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Installing double glazing and new window frames is a great idea if you want to boost the energy efficiency of your home, or cut down on noise pollution, but new UPVC windows can be a significant investment. This is why, before you choose an installer, it pays to do your homework. Here are a few suggestions for questions you should ask your window installer.
The pictures that you see in a catalogue probably look good, but it can be hard to visualise how those same windows will look in person. Being able to visit a showroom will help you assess the quality of the products on offer and ensure you make the best choice for your property.
Can you choose from just a handful of window configurations, or can you tweak them to suit the layout of your home, and your lifestyle? Are there an array of colours, styles and materials to choose from?
Word of mouth recommendations from friends and family are the best way to choose an installer, but if you don’t know anyone who has had windows fitted recently, you should look for the next best thing – testimonials from real customers. Ask your prospective installer if they will put you in touch with some past customers. In addition, check local review sites and Google Business pages (again for reviews).
Note: remember that some negative reviews are nothing to worry about (even the best companies will occasionally encounter a customer they cannot make happy, and unhappy customers tend to be more vocal than the happy ones). That said, if you see a large number of negative reviews all citing the same issues, that’s cause for concern.
If you live in a “conservation area” then you may not be allowed to fit UPVC windows. Talk to your local authority to find out if they have any restrictions on the kinds of building materials that you can use. It is important that you get planning permission for any major changes to your property. If you cannot have UPVC windows fitted, look at timber framed windows instead. High quality timber frames are still energy efficient and secure, and have a natural look that makes them suitable for conservation areas and period properties.
Good aftercare and a clear installation policy are essential. Get the installation company to give you a contract that lays out all of the tasks that are included in the price you have been quoted, and make sure you understand everything they say.
Any of these accreditations should ensure that a business uses good practices and will stick around should there be any complications with your installation.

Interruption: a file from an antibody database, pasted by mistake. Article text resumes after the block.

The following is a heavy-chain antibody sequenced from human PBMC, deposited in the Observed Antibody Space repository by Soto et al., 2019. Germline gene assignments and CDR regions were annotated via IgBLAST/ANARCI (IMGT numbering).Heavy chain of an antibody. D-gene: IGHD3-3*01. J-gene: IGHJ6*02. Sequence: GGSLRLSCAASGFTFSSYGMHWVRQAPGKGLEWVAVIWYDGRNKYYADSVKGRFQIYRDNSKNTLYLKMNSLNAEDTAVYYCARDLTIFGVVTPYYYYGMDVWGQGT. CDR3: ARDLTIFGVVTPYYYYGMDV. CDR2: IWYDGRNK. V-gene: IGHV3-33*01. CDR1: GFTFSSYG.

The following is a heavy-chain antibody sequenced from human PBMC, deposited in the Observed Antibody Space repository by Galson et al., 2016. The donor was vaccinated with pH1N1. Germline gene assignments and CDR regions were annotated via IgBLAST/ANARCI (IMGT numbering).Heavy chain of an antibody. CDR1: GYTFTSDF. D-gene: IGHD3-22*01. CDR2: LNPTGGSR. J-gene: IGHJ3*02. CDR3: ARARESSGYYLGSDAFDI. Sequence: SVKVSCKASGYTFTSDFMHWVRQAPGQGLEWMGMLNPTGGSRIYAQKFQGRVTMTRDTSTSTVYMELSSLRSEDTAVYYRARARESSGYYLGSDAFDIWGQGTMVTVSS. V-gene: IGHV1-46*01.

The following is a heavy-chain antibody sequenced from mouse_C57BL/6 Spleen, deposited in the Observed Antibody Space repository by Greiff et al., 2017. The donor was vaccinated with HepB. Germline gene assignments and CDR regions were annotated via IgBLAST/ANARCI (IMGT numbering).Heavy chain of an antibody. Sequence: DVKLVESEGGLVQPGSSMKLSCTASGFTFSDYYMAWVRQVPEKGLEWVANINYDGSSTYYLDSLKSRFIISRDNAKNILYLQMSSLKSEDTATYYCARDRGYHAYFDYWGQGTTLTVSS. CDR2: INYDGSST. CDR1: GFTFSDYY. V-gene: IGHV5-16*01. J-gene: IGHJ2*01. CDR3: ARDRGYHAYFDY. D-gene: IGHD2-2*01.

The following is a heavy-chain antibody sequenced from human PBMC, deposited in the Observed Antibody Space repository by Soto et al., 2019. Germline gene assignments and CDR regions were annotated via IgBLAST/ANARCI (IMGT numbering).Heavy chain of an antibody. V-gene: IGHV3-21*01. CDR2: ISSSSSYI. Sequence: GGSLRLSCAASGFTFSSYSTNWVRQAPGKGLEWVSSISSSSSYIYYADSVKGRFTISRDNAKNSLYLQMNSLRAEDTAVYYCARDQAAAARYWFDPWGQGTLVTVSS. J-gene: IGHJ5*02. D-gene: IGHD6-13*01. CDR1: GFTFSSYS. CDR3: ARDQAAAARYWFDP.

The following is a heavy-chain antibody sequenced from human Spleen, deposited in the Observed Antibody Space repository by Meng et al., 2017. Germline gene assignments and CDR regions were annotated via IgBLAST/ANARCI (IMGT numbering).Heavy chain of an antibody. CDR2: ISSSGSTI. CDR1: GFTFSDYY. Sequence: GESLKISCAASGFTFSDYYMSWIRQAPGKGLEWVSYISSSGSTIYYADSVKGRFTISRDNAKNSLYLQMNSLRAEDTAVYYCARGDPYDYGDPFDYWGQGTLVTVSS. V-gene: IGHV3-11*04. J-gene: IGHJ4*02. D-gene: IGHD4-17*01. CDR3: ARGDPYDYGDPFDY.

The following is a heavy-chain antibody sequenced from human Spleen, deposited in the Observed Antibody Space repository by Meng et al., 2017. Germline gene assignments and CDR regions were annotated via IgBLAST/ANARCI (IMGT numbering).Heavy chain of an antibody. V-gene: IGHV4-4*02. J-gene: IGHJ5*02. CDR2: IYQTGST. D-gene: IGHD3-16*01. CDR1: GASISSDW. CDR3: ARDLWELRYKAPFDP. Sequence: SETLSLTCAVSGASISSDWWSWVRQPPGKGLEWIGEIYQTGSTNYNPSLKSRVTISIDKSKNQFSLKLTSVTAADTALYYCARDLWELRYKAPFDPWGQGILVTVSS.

The CE marking is the European safety mark, which is proof that the product you are buying meets the quality and safety standards set by the European Union.
This symbol must appear on any products that are made in Europe or intended for sale within Europe. Some sellers import cheaper products from outside Europe, and these products may not live up to those same safety standards. Confirm that the products you’re buying are CE-marked, so that you have the peace of mind that your windows are safe, durable and secure.
It is rare for people to need after-sales care once their UPVC windows are installed, but it’s good to know that if something goes wrong, or you need some advice, you will be able to get it. Make sure that the company you are thinking of buying your windows from has a responsive after-sales care line and a clear policy regarding answering questions and offering after-sales care in the unlikely event that they make a mistake or something unexpected happens during the installation process.
As of June 2014 government legislation dictates that all installers and surveyors must hold a Minimum Technical Competency card (MTC qualification). Find out more about the MTC qualification here.
Make sure that the company you buy your windows from has public liability and worker’s insurance, and that the people who will be coming out to fit your windows are fully trained. The longer the company has been in business, the better. New companies are not necessarily ‘bad’ companies, and there’s nothing wrong with a trainee coming along on the installation job if the rest of the team are experienced, but you would be right to be wary of a brand new company and a fitter that has just started after a “career change”.
If you are offered a deal that seems too good to be true, get a couple of quotes from other companies and see if they match up. Remember that getting poorly fitted windows replaced can cost you more money than it would have cost to have the job done right in the first place. A good set of good quality UPVC windows could last 30 years (or even 60 years), and they will add value to your home should you choose to move out, so make sure that you are happy with the windows, and with the company that installs them.
Want to know more about UPVC windows or arrange a consultation with a designer? We operate throughout the East Midlands and are happy to answer your questions or arrange a free, no obligation quote today.